South East Wales

Prostate cancer patient Dave Powell urges rethink over NICE abiraterone rejection

Dave Powell
Image caption Dave Powell said it was bad enough to have cancer without the battle to get treatment

A man who has recovered from prostate cancer has criticised a health watchdog for rejecting a drug which can extend patients' lives more than three months.

NICE, which approves drugs for NHS use in Wales and England, says the benefits of abiraterone do not justify the cost.

Cancer charities have been angered by the decision, which is provisional.

Dave Powell from Barry, Vale of Glamorgan, said: "Who decides where the line is drawn? It's never somebody that is suffering from the disease."

Prostate cancer is the most common cancer to affect men in the UK.

The chief executive of the National Institute for Health and Clinical Excellence (NICE), Sir Andrew Dillon, said abiraterone was effective, and one of its key benefits was that it could be taken orally in the patient's own home.

"We are therefore disappointed not to be able to recommend it for use on the NHS, however it is an expensive drug," Sir Andrew added.

£3,000 for month

Abiraterone costs just under £3,000 for one month's supply but has been offered at a undisclosed discounted price to the NHS.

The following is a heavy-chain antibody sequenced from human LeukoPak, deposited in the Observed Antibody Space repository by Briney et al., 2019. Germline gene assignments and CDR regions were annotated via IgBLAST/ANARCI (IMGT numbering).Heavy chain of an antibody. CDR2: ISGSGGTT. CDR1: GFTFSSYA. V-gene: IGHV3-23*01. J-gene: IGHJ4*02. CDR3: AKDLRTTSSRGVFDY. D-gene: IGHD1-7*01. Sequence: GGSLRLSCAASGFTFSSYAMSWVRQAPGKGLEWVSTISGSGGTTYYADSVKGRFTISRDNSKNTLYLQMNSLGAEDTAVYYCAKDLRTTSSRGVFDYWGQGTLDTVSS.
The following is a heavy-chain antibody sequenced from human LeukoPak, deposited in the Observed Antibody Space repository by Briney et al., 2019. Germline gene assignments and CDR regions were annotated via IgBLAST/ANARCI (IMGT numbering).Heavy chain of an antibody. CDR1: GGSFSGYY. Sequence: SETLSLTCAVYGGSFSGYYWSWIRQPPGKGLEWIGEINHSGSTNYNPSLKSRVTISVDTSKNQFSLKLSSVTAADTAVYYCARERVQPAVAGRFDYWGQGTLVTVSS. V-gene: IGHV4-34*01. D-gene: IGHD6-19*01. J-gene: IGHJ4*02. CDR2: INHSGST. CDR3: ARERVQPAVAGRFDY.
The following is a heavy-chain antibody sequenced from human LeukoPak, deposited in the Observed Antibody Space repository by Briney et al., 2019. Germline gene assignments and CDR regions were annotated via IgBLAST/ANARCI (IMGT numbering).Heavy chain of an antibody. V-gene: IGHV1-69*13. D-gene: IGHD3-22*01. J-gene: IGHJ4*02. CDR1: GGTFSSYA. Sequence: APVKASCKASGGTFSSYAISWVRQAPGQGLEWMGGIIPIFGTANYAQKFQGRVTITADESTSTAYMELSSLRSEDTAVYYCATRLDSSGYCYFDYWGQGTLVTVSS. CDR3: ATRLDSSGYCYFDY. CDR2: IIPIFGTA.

Mr Powell, who was told he was clear of prostate cancer just before Christmas, said it was unfair that people like him had to fight to get life-saving treatment.

He had to travel to Leeds to get brachytherapy treatment which was not available to him on the NHS in Wales, and had to persuade the authorities to fund it.

"You've got two wars on - you're fighting the disease and you're fighting the system to try and get treatment for the disease," he told BBC Radio Wales.

"It's something you can do without - it's bad enough being told you've got a life-threatening illness without having to fight for the treatment that should be readily available."

Mr Powell accepted that NHS budgets were limited but the authorities were putting patients in a difficult position.

"They're far too fond of trying to put people that are dying on a guilt trip because they want treatment for the illness they've got," he said.

'Bitter blow'

"I was told if they paid for my treatment, someone else suffering from something else would have to do without.

"If a drug like this can give somebody an extra quality of life, then it's got to be paid."

Cancer charities have criticised the health regulator's decision.

Image caption Abiraterone has been shown to extend life for more than three months

"Quite simply, abiraterone prolongs the life of men with incurable prostate cancer. The draft decision is a bitter blow to thousands of men and their families and must be overturned," said Owen Sharp, chief executive of The Prostate Cancer Charity.

NICE said it had already used the appropriate methods in its review, and concluded that the number men who would need the drug was too large to consider such agreements.

Until final guidelines are issued by the health regulator, decisions can continue to be made locally about the use of abiraterone.

Each year 37,000 men are diagnosed with prostate cancer, and more than 10,000 die from it.

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